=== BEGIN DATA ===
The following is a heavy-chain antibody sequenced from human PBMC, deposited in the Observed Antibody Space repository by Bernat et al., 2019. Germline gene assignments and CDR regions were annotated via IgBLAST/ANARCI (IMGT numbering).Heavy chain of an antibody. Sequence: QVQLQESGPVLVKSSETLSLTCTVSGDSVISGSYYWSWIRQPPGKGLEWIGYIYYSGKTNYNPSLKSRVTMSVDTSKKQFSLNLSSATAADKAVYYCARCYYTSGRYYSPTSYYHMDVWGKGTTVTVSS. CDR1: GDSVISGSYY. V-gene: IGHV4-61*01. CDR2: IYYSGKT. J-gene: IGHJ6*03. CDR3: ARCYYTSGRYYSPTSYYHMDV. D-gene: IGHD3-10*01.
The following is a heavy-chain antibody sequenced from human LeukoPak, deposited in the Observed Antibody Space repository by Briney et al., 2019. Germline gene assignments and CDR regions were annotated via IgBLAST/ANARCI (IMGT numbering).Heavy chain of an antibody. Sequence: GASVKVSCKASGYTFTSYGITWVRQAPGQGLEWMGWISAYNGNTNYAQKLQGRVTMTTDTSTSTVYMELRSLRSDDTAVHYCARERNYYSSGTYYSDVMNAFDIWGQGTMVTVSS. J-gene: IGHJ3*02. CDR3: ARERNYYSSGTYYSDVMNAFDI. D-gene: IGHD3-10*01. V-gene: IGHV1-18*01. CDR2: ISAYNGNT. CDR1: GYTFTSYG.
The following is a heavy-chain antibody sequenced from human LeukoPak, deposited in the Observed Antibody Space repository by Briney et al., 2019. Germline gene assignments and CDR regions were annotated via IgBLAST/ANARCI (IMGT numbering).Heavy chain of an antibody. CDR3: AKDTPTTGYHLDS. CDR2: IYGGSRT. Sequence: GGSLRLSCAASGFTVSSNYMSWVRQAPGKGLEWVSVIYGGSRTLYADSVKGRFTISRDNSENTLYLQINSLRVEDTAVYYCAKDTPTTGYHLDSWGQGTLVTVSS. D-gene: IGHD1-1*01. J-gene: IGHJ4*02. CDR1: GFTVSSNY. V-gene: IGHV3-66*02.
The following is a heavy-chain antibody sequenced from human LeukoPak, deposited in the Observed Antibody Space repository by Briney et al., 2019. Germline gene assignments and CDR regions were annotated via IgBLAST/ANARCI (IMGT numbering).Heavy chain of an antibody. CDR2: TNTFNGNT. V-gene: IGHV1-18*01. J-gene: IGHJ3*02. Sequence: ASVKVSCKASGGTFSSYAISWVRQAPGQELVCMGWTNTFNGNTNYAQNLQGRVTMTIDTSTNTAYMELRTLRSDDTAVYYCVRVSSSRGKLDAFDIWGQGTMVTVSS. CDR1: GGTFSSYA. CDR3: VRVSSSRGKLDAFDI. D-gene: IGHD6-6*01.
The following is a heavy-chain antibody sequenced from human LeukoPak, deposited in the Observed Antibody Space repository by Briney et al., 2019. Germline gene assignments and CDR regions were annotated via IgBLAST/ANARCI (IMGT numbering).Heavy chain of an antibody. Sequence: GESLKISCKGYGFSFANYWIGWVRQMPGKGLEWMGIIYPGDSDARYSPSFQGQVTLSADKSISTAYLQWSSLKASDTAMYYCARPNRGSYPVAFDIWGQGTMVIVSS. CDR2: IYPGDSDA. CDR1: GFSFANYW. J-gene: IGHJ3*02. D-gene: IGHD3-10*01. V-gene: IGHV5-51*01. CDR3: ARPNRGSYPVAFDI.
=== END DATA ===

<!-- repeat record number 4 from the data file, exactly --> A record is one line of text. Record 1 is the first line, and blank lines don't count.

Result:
The following is a heavy-chain antibody sequenced from human LeukoPak, deposited in the Observed Antibody Space repository by Briney et al., 2019. Germline gene assignments and CDR regions were annotated via IgBLAST/ANARCI (IMGT numbering).Heavy chain of an antibody. CDR2: TNTFNGNT. V-gene: IGHV1-18*01. J-gene: IGHJ3*02. Sequence: ASVKVSCKASGGTFSSYAISWVRQAPGQELVCMGWTNTFNGNTNYAQNLQGRVTMTIDTSTNTAYMELRTLRSDDTAVYYCVRVSSSRGKLDAFDIWGQGTMVTVSS. CDR1: GGTFSSYA. CDR3: VRVSSSRGKLDAFDI. D-gene: IGHD6-6*01.